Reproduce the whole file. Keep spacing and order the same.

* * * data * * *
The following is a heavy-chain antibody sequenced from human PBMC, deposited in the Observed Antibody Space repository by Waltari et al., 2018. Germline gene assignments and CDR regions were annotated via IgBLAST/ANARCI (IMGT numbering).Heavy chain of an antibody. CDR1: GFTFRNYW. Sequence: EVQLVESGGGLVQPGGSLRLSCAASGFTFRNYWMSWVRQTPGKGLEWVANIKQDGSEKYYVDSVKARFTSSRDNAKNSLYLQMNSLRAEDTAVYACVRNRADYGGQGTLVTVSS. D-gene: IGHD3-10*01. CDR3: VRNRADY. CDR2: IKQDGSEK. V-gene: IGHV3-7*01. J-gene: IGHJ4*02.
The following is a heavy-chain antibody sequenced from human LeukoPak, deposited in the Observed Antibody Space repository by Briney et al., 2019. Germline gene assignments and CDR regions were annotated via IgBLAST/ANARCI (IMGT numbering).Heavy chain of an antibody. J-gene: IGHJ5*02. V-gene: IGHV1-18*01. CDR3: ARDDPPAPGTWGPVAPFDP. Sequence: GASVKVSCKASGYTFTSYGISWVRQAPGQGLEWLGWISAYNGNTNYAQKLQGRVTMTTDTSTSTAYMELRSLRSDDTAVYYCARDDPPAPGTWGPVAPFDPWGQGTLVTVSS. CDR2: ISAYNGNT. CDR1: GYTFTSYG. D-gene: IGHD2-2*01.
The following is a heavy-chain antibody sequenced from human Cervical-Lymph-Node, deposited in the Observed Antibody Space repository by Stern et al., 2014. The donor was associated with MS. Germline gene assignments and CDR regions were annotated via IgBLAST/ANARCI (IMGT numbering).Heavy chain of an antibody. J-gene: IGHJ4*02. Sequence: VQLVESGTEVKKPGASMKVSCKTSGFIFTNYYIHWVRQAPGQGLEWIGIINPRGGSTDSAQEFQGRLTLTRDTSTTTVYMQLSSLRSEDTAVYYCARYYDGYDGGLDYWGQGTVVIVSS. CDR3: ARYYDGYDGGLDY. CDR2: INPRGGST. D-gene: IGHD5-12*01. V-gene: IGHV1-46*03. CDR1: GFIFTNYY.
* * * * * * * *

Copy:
The following is a heavy-chain antibody sequenced from human PBMC, deposited in the Observed Antibody Space repository by Waltari et al., 2018. Germline gene assignments and CDR regions were annotated via IgBLAST/ANARCI (IMGT numbering).Heavy chain of an antibody. CDR1: GFTFRNYW. Sequence: EVQLVESGGGLVQPGGSLRLSCAASGFTFRNYWMSWVRQTPGKGLEWVANIKQDGSEKYYVDSVKARFTSSRDNAKNSLYLQMNSLRAEDTAVYACVRNRADYGGQGTLVTVSS. D-gene: IGHD3-10*01. CDR3: VRNRADY. CDR2: IKQDGSEK. V-gene: IGHV3-7*01. J-gene: IGHJ4*02.
The following is a heavy-chain antibody sequenced from human LeukoPak, deposited in the Observed Antibody Space repository by Briney et al., 2019. Germline gene assignments and CDR regions were annotated via IgBLAST/ANARCI (IMGT numbering).Heavy chain of an antibody. J-gene: IGHJ5*02. V-gene: IGHV1-18*01. CDR3: ARDDPPAPGTWGPVAPFDP. Sequence: GASVKVSCKASGYTFTSYGISWVRQAPGQGLEWLGWISAYNGNTNYAQKLQGRVTMTTDTSTSTAYMELRSLRSDDTAVYYCARDDPPAPGTWGPVAPFDPWGQGTLVTVSS. CDR2: ISAYNGNT. CDR1: GYTFTSYG. D-gene: IGHD2-2*01.
The following is a heavy-chain antibody sequenced from human Cervical-Lymph-Node, deposited in the Observed Antibody Space repository by Stern et al., 2014. The donor was associated with MS. Germline gene assignments and CDR regions were annotated via IgBLAST/ANARCI (IMGT numbering).Heavy chain of an antibody. J-gene: IGHJ4*02. Sequence: VQLVESGTEVKKPGASMKVSCKTSGFIFTNYYIHWVRQAPGQGLEWIGIINPRGGSTDSAQEFQGRLTLTRDTSTTTVYMQLSSLRSEDTAVYYCARYYDGYDGGLDYWGQGTVVIVSS. CDR3: ARYYDGYDGGLDY. CDR2: INPRGGST. D-gene: IGHD5-12*01. V-gene: IGHV1-46*03. CDR1: GFIFTNYY.